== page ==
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Beat the stigma: How to find help if you're struggling

The pandemic caused a rise in overdoses and those fighting substance use disorders. Doctors want patients to know they are not alone.

CLEVELAND — Aaron Marks' story echoes thousands of others.

"I was young and I got prescribed Vicoprofen for an oral surgery that I had, wisdom teeth being removed," he says. "But for me, it kind of, like, grabbed hold of me, and within a really short period of time, I became addicted to them."

Unfortunately, like many, Aaron's addiction escalated.

“Next thing you know, I'm alone," he recalled, "and I'm an IV drug user within a short period of time."

Dr. Patrick Runnels is the director of public and community psychiatry as well as the chief medical officer for Population/Behavioral Health at University Hospitals Cleveland Medical Center. He has seen dozens of cases similar to Aaron's, and he wants people to understand something.

"Substance disorders are common," Runnels said, "and you are not alone."

Aaron's family and friends worried about him. Runnels wants people in similar situations to understand something else.

"It never hurts to ask someone that you love, 'How are you doing?'" Runnels explained. "'I'm worried about you and I want to talk about something I've noticed.'"

Fortunately, Aaron heard his family's concerns, and when he was ready, he knew he had a lifeline.  

"When things really hit bottom, I was able to pick up the phone and call and ask for help," he said.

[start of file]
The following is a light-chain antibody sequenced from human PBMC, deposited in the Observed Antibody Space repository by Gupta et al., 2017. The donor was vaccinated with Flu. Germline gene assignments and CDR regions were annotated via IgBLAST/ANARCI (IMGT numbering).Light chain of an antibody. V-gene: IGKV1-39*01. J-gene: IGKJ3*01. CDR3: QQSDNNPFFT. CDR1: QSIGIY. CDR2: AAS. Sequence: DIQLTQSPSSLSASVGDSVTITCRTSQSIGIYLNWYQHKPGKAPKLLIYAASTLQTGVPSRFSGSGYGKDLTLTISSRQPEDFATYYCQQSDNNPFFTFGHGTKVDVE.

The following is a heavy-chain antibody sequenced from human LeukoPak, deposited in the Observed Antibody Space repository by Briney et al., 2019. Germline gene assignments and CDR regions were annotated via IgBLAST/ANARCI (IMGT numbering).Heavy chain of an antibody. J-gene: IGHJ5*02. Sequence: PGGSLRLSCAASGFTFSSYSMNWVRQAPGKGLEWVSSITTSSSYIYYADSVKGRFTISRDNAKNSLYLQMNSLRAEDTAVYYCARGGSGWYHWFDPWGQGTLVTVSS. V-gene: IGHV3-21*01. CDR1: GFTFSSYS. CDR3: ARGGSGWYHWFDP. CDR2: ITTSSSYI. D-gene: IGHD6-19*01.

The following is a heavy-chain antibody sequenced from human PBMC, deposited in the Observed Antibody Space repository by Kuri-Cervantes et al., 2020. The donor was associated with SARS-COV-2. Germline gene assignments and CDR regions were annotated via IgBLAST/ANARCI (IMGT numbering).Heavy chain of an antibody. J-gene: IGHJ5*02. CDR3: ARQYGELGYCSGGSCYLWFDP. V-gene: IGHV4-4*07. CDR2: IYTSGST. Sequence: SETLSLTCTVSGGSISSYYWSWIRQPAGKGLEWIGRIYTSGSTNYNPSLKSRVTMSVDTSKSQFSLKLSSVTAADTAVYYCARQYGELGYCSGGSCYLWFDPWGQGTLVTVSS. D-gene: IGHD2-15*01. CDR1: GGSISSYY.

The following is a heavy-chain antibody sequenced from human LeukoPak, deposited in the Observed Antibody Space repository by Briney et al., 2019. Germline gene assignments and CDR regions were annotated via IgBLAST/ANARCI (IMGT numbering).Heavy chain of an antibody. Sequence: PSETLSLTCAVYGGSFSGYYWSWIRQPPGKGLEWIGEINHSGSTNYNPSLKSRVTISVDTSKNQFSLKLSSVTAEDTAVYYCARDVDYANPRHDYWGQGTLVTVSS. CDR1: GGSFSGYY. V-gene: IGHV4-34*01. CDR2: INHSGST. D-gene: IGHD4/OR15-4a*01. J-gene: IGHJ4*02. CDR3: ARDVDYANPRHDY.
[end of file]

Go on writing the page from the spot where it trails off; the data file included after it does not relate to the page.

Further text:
However, it can take time for someone to come to that point where they are ready for help.

"Every single person is different," Aaron admitted, "and every single person responds differently to everything."

"When people get engaged with treatment, they tend to do well," Runnels added. "The biggest problem we have is getting people engaged in treatment."

But there are efforts to make it easier. This summer, the national 988 mental health helpline opened as a portal to resources.

"I want to be very clear: It's a number people can use for substance use, disorder problems, or mental illness problems of any kind," Runnels said.

If you or a loved one might need help, Runnels advises keeping a list of local resources and making that first call, even if it's just for information.

"I often say to people, 'Take the first next step,'" he noted. "It's hard to know where this journey is going to go, but it never hurts to go sit down with someone and just get an assessment."

The pandemic showed us a glaring need for more mental health professionals, and Runnels says telehealth is a convenient option.

"Virtual health has and is largely able to accomplish, in the world of mental health and substance use disorders, a lot of what we could do in person," he told us. "It is often a perfectly viable model for a lot of things."

But in times of crisis, there's help, too.

"If your needs are on the more dire side, if they can't wait, almost every provider is figuring out ways to get those people in and prioritize those people," Runnels said.

Aaron now has 18 years of recovery. He has a wife, a successful career, a strong support network, and uses his experience to help others and "beat the stigma.

"I'm not ashamed of my experience," he said. "I don't hide from my experience. I wear it as openly, as comfortable as I wear this shirt. It's just part of my story."

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